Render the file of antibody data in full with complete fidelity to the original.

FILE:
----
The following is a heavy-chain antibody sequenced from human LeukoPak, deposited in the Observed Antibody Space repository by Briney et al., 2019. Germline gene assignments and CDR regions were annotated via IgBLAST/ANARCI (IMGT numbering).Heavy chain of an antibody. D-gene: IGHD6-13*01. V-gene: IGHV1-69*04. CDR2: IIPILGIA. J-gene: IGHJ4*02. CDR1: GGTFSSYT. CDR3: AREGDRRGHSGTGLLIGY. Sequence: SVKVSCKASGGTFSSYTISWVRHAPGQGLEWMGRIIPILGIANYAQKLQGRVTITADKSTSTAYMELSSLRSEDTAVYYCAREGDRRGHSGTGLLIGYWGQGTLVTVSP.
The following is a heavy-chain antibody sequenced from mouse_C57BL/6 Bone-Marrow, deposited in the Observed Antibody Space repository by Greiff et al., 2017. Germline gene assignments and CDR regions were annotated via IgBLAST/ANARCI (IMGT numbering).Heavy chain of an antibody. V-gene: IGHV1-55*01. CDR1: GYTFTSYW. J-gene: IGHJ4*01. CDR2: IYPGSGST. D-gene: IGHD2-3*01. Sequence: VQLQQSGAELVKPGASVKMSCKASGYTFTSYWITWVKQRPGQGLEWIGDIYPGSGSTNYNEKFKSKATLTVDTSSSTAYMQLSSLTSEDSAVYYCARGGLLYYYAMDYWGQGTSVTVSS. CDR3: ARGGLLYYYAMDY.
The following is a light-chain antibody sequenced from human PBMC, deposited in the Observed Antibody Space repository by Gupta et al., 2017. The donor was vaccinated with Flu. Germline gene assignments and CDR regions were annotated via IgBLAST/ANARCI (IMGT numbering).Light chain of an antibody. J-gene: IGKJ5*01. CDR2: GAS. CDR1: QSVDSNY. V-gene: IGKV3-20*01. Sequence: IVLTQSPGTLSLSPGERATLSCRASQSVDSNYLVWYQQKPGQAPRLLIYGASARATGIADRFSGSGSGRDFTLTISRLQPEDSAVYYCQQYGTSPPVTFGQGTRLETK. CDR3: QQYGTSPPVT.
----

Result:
The following is a heavy-chain antibody sequenced from human LeukoPak, deposited in the Observed Antibody Space repository by Briney et al., 2019. Germline gene assignments and CDR regions were annotated via IgBLAST/ANARCI (IMGT numbering).Heavy chain of an antibody. D-gene: IGHD6-13*01. V-gene: IGHV1-69*04. CDR2: IIPILGIA. J-gene: IGHJ4*02. CDR1: GGTFSSYT. CDR3: AREGDRRGHSGTGLLIGY. Sequence: SVKVSCKASGGTFSSYTISWVRHAPGQGLEWMGRIIPILGIANYAQKLQGRVTITADKSTSTAYMELSSLRSEDTAVYYCAREGDRRGHSGTGLLIGYWGQGTLVTVSP.
The following is a heavy-chain antibody sequenced from mouse_C57BL/6 Bone-Marrow, deposited in the Observed Antibody Space repository by Greiff et al., 2017. Germline gene assignments and CDR regions were annotated via IgBLAST/ANARCI (IMGT numbering).Heavy chain of an antibody. V-gene: IGHV1-55*01. CDR1: GYTFTSYW. J-gene: IGHJ4*01. CDR2: IYPGSGST. D-gene: IGHD2-3*01. Sequence: VQLQQSGAELVKPGASVKMSCKASGYTFTSYWITWVKQRPGQGLEWIGDIYPGSGSTNYNEKFKSKATLTVDTSSSTAYMQLSSLTSEDSAVYYCARGGLLYYYAMDYWGQGTSVTVSS. CDR3: ARGGLLYYYAMDY.
The following is a light-chain antibody sequenced from human PBMC, deposited in the Observed Antibody Space repository by Gupta et al., 2017. The donor was vaccinated with Flu. Germline gene assignments and CDR regions were annotated via IgBLAST/ANARCI (IMGT numbering).Light chain of an antibody. J-gene: IGKJ5*01. CDR2: GAS. CDR1: QSVDSNY. V-gene: IGKV3-20*01. Sequence: IVLTQSPGTLSLSPGERATLSCRASQSVDSNYLVWYQQKPGQAPRLLIYGASARATGIADRFSGSGSGRDFTLTISRLQPEDSAVYYCQQYGTSPPVTFGQGTRLETK. CDR3: QQYGTSPPVT.